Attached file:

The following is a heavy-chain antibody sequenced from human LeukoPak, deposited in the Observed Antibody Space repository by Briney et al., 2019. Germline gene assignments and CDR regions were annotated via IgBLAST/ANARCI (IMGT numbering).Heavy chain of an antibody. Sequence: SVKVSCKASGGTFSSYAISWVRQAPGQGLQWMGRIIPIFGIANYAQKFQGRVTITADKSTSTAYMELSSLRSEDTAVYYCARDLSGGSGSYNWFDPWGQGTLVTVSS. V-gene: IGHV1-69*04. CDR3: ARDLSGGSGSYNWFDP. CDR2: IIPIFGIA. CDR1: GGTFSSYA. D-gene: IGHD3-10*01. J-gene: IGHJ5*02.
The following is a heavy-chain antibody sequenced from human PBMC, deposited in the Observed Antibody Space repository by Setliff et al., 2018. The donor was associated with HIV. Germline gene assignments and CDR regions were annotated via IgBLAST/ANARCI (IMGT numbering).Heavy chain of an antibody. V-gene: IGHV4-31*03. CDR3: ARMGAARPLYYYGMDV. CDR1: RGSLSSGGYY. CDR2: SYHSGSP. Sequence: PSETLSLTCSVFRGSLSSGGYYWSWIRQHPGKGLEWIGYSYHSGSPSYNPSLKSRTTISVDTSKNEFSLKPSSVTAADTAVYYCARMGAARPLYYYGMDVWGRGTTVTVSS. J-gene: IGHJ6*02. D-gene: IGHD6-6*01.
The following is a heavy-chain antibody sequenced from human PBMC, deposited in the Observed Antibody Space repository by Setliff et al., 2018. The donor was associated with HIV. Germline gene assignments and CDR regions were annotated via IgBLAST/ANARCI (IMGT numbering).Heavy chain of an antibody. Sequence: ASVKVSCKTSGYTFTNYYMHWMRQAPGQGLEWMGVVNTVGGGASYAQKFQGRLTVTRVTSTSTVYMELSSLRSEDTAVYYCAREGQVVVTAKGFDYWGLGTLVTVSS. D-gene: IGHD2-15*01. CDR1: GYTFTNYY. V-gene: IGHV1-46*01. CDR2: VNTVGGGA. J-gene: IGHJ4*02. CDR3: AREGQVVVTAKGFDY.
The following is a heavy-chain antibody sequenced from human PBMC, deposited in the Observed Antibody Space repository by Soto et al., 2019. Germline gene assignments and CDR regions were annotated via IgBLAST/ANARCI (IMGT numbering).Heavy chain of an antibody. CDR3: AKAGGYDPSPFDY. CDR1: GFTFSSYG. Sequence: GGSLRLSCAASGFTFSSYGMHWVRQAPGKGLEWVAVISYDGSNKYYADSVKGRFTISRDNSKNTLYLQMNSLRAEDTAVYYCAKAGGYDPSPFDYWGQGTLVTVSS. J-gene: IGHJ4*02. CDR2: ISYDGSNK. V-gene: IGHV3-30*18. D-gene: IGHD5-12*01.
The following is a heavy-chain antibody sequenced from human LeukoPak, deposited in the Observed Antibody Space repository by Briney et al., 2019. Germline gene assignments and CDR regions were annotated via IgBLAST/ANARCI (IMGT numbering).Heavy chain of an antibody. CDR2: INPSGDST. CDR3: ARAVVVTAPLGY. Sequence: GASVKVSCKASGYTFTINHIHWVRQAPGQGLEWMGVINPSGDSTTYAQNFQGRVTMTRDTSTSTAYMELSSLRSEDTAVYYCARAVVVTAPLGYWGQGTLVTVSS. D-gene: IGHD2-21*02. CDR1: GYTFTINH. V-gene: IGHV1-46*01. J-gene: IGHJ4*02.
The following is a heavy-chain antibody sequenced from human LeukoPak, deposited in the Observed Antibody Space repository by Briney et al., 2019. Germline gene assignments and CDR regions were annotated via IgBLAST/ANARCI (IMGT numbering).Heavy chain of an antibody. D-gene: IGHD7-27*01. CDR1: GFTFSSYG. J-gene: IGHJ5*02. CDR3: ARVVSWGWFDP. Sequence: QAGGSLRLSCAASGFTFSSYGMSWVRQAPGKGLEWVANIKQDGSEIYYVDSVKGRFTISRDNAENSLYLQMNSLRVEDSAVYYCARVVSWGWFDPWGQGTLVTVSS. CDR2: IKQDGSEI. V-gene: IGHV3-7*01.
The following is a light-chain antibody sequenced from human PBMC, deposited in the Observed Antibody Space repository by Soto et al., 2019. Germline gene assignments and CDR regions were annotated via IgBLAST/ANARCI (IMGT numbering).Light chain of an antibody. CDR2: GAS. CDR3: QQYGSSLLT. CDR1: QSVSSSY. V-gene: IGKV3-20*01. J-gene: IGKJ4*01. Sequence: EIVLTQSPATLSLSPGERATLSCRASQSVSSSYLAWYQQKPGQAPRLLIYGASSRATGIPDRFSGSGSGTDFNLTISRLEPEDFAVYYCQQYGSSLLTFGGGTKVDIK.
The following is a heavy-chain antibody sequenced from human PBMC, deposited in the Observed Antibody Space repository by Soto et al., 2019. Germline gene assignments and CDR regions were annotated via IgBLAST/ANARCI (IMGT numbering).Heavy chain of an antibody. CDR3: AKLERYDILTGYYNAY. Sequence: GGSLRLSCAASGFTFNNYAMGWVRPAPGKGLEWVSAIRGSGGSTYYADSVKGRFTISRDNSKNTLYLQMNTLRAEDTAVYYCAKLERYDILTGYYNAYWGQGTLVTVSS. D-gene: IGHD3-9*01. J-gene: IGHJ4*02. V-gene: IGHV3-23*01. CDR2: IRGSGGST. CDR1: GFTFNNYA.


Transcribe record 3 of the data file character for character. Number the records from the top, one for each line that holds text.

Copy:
The following is a heavy-chain antibody sequenced from human PBMC, deposited in the Observed Antibody Space repository by Setliff et al., 2018. The donor was associated with HIV. Germline gene assignments and CDR regions were annotated via IgBLAST/ANARCI (IMGT numbering).Heavy chain of an antibody. Sequence: ASVKVSCKTSGYTFTNYYMHWMRQAPGQGLEWMGVVNTVGGGASYAQKFQGRLTVTRVTSTSTVYMELSSLRSEDTAVYYCAREGQVVVTAKGFDYWGLGTLVTVSS. D-gene: IGHD2-15*01. CDR1: GYTFTNYY. V-gene: IGHV1-46*01. CDR2: VNTVGGGA. J-gene: IGHJ4*02. CDR3: AREGQVVVTAKGFDY.